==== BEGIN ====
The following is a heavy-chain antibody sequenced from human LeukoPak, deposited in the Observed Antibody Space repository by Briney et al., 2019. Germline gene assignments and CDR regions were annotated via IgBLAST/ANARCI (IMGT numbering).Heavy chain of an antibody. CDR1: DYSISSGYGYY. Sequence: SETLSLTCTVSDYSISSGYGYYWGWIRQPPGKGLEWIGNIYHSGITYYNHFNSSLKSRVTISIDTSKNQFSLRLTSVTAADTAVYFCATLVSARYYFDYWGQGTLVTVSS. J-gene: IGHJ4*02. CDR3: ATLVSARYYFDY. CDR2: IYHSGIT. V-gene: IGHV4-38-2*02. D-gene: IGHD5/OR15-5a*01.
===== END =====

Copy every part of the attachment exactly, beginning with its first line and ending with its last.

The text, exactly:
The following is a heavy-chain antibody sequenced from human LeukoPak, deposited in the Observed Antibody Space repository by Briney et al., 2019. Germline gene assignments and CDR regions were annotated via IgBLAST/ANARCI (IMGT numbering).Heavy chain of an antibody. CDR1: DYSISSGYGYY. Sequence: SETLSLTCTVSDYSISSGYGYYWGWIRQPPGKGLEWIGNIYHSGITYYNHFNSSLKSRVTISIDTSKNQFSLRLTSVTAADTAVYFCATLVSARYYFDYWGQGTLVTVSS. J-gene: IGHJ4*02. CDR3: ATLVSARYYFDY. CDR2: IYHSGIT. V-gene: IGHV4-38-2*02. D-gene: IGHD5/OR15-5a*01.